New patent for a 3D printer that can print a graphene-based OLED
An American company called Graphene 3D Lab has announced filing a provisional patent for a process of 3D printing an OLED light source that immediately functions when printed, with a graphene coated transparent conductor window. This unique structure is the product of an innovative multi-functional 3D Printer, which can make thin films as well as 3D structures, Graphene 3D Lab, Inc was spun-off Graphene Labs in November 2013 to focus on the development of high-performance graphene-enhanced materials for 3D printing.
The printer patent relates to a technology that should lead the industry in multiple deposition techniques, robotic manipulator, laser and UV curing capabilities. G3L considers the new IP a dramatic leap forward, offering the ability to 3D print with multiple functional materials at the same time, including the ability to 3D print a working light. This printer was reportedly designed to maximize the attributes of the functional materials that the company already developed, and plans to introduce in the future to the market.
The printer will not be available immediately for pre-order. The company is currently evaluating contract manufacturing and partnership opportunities to support commercialization of the printer.
This big step come after a lot of steps started in the Fraunhofer FEP is coordinating the GLADIATOR project and acts as an end-user of the graphene electrode. Scientists examine the integration of graphene and compare it to the reference material ITO. The sophisticated material properties of graphene must be maintained during the integration in organic devices. To this end, several methods for cleaning and structuring the graphene must be modified. In addition, the processes for different target substrates such as glass or flexible foil must be adapted and optimized. The first hurdles have been overcome thanks to a close cooperation between the consortium partners and the first defect-free OLEDs on transparent graphene electrodes have been realized on small areas. The target of the next one and a half years is to successfully illuminate large area OLEDs. The GLADIATOR project will run until April 2017. By this time, several types of OLED will have been made using graphene electrodes: a white OLED with an area of about 42 (cm)2 to demonstrate the high conductivity, and a fully-flexible, transparent OLED with an area of 3 (cm)2 to confirm the mechanical reliability. Source and top image: Fraunhofer FEP Learn more at the next leading event on the topic: Printed Electronics Europe 2016 on 27 – 28 Apr 2016 in Berlin, Germany hosted by IDTechEx.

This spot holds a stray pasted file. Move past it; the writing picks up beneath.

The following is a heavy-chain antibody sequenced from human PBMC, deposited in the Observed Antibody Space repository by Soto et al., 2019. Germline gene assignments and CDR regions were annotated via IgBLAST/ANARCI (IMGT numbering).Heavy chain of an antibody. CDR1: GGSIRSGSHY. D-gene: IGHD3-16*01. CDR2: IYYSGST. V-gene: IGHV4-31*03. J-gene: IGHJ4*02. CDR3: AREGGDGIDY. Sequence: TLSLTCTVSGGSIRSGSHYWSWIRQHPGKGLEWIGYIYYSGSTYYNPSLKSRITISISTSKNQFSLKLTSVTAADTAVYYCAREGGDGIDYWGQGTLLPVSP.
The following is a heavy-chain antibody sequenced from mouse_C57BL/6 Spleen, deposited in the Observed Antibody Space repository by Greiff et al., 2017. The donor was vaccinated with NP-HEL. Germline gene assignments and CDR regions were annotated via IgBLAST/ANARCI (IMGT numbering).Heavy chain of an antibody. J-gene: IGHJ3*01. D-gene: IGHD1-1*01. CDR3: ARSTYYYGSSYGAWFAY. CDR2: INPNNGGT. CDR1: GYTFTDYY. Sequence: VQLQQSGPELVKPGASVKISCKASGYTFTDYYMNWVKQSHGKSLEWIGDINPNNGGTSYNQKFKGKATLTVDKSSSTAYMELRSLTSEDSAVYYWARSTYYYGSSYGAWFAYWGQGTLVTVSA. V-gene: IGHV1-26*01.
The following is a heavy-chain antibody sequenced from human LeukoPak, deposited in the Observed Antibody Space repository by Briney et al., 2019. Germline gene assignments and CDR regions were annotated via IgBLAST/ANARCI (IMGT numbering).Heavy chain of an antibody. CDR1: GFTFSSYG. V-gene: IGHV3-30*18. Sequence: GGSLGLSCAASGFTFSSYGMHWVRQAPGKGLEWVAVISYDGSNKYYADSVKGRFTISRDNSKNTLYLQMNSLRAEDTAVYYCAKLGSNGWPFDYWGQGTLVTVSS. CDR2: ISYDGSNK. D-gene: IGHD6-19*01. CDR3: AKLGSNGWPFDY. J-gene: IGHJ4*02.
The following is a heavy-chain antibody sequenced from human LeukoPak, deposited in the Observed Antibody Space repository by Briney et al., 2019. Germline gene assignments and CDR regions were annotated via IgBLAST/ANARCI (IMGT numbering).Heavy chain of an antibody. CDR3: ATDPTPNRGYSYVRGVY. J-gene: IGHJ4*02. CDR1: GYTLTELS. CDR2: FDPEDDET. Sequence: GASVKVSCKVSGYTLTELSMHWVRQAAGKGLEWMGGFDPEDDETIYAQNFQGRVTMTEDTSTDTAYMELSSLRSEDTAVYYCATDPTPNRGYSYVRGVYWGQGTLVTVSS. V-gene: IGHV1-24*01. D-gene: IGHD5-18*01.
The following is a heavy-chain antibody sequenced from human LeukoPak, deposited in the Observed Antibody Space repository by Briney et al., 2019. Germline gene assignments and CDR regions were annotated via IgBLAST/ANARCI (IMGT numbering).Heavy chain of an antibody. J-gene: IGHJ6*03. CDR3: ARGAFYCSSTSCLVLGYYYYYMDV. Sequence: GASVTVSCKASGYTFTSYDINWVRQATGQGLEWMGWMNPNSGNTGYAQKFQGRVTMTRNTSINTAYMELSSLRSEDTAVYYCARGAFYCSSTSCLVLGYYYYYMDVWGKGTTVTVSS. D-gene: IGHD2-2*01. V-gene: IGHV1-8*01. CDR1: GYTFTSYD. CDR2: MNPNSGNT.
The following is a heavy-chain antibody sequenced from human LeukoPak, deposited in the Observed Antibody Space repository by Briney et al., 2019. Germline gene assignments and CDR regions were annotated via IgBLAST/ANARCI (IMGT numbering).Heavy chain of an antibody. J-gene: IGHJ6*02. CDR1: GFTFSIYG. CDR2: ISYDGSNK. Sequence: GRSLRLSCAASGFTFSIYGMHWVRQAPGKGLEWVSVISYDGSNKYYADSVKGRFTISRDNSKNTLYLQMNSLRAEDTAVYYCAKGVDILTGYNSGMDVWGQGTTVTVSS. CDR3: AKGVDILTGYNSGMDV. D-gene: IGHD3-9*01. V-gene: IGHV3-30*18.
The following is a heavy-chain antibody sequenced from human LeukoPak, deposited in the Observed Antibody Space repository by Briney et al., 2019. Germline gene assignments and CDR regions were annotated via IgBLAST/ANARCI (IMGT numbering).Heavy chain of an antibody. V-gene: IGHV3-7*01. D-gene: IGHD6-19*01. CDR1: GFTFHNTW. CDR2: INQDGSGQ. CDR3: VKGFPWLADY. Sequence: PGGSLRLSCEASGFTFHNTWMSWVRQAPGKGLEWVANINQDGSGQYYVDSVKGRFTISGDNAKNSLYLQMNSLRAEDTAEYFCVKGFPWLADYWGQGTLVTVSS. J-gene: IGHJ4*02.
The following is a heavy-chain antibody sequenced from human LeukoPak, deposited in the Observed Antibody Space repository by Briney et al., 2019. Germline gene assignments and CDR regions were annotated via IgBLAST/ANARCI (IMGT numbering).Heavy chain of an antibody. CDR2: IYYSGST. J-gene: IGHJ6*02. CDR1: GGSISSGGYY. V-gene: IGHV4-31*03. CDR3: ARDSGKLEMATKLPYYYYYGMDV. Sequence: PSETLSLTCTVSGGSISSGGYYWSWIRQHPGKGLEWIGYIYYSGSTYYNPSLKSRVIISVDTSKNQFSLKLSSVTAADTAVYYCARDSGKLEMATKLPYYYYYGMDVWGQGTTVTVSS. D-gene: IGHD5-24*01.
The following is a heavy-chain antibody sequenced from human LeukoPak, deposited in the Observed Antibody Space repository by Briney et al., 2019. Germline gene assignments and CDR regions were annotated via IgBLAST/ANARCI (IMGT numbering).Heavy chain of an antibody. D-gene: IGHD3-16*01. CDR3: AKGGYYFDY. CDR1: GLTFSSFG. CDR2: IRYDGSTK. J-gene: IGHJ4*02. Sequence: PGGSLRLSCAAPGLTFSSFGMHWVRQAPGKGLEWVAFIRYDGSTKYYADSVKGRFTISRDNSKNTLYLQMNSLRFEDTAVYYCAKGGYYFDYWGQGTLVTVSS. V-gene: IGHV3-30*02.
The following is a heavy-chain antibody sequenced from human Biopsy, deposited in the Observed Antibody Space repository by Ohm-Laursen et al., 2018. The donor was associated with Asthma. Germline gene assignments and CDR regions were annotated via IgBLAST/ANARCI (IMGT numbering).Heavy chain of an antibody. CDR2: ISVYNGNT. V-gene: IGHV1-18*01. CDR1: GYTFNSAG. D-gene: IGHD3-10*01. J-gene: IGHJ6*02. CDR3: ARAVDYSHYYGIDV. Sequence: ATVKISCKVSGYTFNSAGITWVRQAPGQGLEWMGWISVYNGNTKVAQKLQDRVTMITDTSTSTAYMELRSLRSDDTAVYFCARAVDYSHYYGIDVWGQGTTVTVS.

The Fraunhofer Institute for Organic Electronics, Electron Beam and Plasma Technology FEP will show for the first time the organic light emitting diodes (OLEDs) on graphene. These OLEDs are an interim result from the project GLADIATOR funded by the European Commission. Until now transparent electrode materials for OLEDs have mainly consisted of indium tin oxide (ITO), which is expected to become economically challenging for the industry due to the shrinking abundance of indium. Therefore, scientists are intensively looking for alternatives. One promising candidate is graphene, whose application fields are more closely investigated in the project GLADIATOR (“Graphene Layers: Production, Characterization and Integration”). The project GLADIATOR, which is funded by the European Commission, has reached its midterm and has already achieved some successes. The aim of the project is the cost-effective production of high-quality graphene at a large area, which can then be used for numerous electrode applications. The usability of such applications will be demonstrated at the Fraunhofer FEP by integrating this graphene in OLEDs.